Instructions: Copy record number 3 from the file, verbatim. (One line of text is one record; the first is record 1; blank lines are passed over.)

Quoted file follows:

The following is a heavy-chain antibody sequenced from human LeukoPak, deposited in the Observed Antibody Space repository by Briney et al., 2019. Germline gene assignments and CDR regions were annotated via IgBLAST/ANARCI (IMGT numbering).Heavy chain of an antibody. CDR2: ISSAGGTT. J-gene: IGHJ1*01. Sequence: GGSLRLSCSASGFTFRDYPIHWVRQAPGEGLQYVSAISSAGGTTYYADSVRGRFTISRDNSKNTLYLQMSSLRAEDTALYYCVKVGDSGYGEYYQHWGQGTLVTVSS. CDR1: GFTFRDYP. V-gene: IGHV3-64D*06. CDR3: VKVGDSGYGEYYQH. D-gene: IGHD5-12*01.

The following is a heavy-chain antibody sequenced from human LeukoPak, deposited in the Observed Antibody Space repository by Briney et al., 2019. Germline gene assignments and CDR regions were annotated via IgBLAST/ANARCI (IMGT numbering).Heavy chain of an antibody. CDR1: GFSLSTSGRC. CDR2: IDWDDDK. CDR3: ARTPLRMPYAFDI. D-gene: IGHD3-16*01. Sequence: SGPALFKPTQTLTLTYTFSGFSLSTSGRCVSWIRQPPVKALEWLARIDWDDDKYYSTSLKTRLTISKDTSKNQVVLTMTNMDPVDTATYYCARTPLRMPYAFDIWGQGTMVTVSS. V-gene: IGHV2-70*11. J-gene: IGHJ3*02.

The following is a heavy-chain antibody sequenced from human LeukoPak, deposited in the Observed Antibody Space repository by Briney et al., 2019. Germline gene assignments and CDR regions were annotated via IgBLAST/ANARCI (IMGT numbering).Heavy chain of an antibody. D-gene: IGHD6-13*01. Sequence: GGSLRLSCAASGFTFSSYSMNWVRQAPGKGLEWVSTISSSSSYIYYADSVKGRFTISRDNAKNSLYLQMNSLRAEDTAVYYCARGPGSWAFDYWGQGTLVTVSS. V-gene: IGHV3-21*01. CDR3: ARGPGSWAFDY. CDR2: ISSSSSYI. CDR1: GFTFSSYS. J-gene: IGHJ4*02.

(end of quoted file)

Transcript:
The following is a heavy-chain antibody sequenced from human LeukoPak, deposited in the Observed Antibody Space repository by Briney et al., 2019. Germline gene assignments and CDR regions were annotated via IgBLAST/ANARCI (IMGT numbering).Heavy chain of an antibody. D-gene: IGHD6-13*01. Sequence: GGSLRLSCAASGFTFSSYSMNWVRQAPGKGLEWVSTISSSSSYIYYADSVKGRFTISRDNAKNSLYLQMNSLRAEDTAVYYCARGPGSWAFDYWGQGTLVTVSS. V-gene: IGHV3-21*01. CDR3: ARGPGSWAFDY. CDR2: ISSSSSYI. CDR1: GFTFSSYS. J-gene: IGHJ4*02.